Five protesters sued Elvis Presley's estate Graceland and the city of Memphis for discrimination after claiming they were prohibited from entering a Presley vigil.
In the federal civil rights lawsuit, members of the Coalition of Concerned Citizens, an offshoot of the Black Lives Movement according to the Associated Press, attempted to stage a protest at Graceland last August 16th during an annual candlelight vigil marking Presley's date of death.
Shortly before the protest, the Coalition of Concerned Citizens revealed plans to stage a protest, called "Operation Blue Suede Shoes," at the vigil because "Graceland represents the tremendous disparity of what works for a few what doesn't work for the many," the group said at the time, the Commercial Appeal reports.
The protests were in response to a pair of police shootings on African-Americans: Philando Castile in Minnesota and Alton Sterling in Louisiana. The group had protested at Graceland a month earlier, causing traffic problems.
On the date of the vigil, police in riot gear prevented the protesters from entering an area of a public street where Presley fans were gathering. The civil rights lawsuit accuses both Graceland and Memphis police of barring the protesters because of the color of their skin.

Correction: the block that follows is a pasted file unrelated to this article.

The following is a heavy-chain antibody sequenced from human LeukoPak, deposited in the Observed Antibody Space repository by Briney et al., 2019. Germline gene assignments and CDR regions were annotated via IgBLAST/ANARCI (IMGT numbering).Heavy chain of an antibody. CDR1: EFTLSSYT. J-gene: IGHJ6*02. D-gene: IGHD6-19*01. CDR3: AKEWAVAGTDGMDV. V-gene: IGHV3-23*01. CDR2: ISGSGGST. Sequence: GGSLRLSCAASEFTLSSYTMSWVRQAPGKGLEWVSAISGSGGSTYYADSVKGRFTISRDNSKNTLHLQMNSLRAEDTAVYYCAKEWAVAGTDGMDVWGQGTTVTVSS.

"The decision as to which citizens were allowed to attend the public vigil and which citizens were denied access to the public vigil, was based on the race of the citizens," the lawsuit said, adding that the group's rights under the United States and Tennessee Constitutions were violated.
Three protesters were ultimately arrested in the Graceland incident. Those suing Graceland and the city of Memphis seek a jury trial and unspecified damages.
In a statement, Elvis Presley Enterprises said of the lawsuit, "For 34 years now, Graceland has welcomed over 20 million visitors. They have come to celebrate the life and legacy of Elvis Presley from nearly every country on Earth, and they have all been welcomed without incident. Graceland is proud of its worldwide reputation for inclusion and hospitality as it welcomes the next 20 million visitors."